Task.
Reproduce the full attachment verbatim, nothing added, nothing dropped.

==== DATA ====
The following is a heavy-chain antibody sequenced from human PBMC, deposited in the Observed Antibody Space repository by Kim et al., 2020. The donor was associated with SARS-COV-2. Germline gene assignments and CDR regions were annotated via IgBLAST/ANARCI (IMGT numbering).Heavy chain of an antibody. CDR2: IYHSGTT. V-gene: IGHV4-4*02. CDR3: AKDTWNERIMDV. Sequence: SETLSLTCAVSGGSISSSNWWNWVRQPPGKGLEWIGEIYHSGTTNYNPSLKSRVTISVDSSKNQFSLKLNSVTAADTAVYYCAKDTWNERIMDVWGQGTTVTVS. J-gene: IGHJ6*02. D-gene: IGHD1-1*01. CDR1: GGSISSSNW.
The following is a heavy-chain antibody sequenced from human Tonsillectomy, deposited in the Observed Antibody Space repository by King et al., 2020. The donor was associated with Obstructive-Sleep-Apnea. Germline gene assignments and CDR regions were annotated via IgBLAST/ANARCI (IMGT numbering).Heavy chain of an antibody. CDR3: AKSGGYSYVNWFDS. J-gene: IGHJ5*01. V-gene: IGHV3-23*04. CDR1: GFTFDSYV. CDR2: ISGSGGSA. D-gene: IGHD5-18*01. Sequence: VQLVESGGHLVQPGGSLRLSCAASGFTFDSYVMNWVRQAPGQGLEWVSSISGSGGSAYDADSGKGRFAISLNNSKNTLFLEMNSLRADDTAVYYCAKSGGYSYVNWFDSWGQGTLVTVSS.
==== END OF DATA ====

The following is a heavy-chain antibody sequenced from human PBMC, deposited in the Observed Antibody Space repository by Kim et al., 2020. The donor was associated with SARS-COV-2. Germline gene assignments and CDR regions were annotated via IgBLAST/ANARCI (IMGT numbering).Heavy chain of an antibody. CDR2: IYHSGTT. V-gene: IGHV4-4*02. CDR3: AKDTWNERIMDV. Sequence: SETLSLTCAVSGGSISSSNWWNWVRQPPGKGLEWIGEIYHSGTTNYNPSLKSRVTISVDSSKNQFSLKLNSVTAADTAVYYCAKDTWNERIMDVWGQGTTVTVS. J-gene: IGHJ6*02. D-gene: IGHD1-1*01. CDR1: GGSISSSNW.
The following is a heavy-chain antibody sequenced from human Tonsillectomy, deposited in the Observed Antibody Space repository by King et al., 2020. The donor was associated with Obstructive-Sleep-Apnea. Germline gene assignments and CDR regions were annotated via IgBLAST/ANARCI (IMGT numbering).Heavy chain of an antibody. CDR3: AKSGGYSYVNWFDS. J-gene: IGHJ5*01. V-gene: IGHV3-23*04. CDR1: GFTFDSYV. CDR2: ISGSGGSA. D-gene: IGHD5-18*01. Sequence: VQLVESGGHLVQPGGSLRLSCAASGFTFDSYVMNWVRQAPGQGLEWVSSISGSGGSAYDADSGKGRFAISLNNSKNTLFLEMNSLRADDTAVYYCAKSGGYSYVNWFDSWGQGTLVTVSS.